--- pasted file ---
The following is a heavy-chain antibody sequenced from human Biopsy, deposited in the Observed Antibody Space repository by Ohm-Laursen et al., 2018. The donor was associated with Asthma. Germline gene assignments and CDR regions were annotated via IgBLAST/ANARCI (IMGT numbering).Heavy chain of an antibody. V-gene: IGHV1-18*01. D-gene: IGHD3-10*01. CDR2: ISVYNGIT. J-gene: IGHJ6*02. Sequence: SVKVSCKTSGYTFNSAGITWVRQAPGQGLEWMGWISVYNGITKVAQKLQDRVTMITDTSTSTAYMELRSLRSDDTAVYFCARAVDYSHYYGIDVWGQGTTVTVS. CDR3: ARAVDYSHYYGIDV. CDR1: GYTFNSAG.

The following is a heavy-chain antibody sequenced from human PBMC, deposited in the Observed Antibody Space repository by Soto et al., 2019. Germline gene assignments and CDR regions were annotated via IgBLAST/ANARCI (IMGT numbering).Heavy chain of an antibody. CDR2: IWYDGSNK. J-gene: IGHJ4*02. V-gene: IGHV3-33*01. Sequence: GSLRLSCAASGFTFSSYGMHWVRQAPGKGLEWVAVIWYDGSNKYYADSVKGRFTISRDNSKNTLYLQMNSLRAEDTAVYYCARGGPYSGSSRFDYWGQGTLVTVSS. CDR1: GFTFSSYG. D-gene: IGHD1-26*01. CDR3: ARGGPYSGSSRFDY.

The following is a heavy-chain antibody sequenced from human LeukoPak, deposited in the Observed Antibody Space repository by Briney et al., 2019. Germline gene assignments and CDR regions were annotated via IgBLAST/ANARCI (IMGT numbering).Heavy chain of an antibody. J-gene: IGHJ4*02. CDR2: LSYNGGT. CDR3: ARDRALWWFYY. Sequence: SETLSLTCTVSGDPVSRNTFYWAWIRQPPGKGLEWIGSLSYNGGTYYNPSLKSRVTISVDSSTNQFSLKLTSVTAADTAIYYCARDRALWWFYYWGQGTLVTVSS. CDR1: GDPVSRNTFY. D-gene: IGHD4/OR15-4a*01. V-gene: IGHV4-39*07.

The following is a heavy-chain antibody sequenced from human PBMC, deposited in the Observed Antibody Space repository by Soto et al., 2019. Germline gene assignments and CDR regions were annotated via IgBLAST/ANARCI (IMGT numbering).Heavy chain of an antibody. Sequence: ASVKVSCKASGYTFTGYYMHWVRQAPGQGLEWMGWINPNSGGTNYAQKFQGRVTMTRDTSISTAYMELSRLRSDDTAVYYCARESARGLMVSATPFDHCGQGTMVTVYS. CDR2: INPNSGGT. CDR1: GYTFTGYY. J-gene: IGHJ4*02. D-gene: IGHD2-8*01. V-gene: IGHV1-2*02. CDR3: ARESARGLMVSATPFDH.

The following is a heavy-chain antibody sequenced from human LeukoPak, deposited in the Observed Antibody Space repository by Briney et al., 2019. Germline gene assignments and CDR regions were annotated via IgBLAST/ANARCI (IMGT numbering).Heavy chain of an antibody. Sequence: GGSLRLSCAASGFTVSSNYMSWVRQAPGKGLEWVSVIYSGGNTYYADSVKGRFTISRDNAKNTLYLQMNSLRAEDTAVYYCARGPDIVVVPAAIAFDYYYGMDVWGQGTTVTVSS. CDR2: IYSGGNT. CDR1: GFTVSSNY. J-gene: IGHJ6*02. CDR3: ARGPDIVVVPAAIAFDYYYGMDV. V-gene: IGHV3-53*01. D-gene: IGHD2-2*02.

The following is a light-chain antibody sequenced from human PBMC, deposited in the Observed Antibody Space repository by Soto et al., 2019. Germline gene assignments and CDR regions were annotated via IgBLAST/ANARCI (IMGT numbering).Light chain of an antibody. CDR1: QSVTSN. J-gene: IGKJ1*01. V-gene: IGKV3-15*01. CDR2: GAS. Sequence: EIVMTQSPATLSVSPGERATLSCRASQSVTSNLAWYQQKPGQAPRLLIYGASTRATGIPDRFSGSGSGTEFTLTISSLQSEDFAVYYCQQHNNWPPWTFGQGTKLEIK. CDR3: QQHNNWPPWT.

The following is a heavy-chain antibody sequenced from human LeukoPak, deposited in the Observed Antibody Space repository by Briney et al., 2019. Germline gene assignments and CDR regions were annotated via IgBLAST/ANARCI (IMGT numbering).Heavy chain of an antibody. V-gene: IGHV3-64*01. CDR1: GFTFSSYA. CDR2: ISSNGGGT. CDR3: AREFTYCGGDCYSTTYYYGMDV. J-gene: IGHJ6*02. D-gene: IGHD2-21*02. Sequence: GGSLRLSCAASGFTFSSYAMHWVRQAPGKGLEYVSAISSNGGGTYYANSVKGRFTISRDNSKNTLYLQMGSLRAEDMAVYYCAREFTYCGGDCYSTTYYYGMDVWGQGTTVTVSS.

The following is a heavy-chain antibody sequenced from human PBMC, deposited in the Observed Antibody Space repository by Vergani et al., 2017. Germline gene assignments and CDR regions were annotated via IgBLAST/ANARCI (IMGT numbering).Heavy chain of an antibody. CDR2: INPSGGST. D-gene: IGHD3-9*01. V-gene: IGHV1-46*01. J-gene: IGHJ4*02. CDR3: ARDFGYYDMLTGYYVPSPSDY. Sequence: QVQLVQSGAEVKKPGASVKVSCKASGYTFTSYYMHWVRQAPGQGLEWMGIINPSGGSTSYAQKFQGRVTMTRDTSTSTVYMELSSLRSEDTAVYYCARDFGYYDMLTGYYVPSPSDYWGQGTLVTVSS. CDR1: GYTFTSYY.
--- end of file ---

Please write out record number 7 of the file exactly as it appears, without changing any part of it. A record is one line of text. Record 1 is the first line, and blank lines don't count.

The following is a heavy-chain antibody sequenced from human LeukoPak, deposited in the Observed Antibody Space repository by Briney et al., 2019. Germline gene assignments and CDR regions were annotated via IgBLAST/ANARCI (IMGT numbering).Heavy chain of an antibody. V-gene: IGHV3-64*01. CDR1: GFTFSSYA. CDR2: ISSNGGGT. CDR3: AREFTYCGGDCYSTTYYYGMDV. J-gene: IGHJ6*02. D-gene: IGHD2-21*02. Sequence: GGSLRLSCAASGFTFSSYAMHWVRQAPGKGLEYVSAISSNGGGTYYANSVKGRFTISRDNSKNTLYLQMGSLRAEDMAVYYCAREFTYCGGDCYSTTYYYGMDVWGQGTTVTVSS.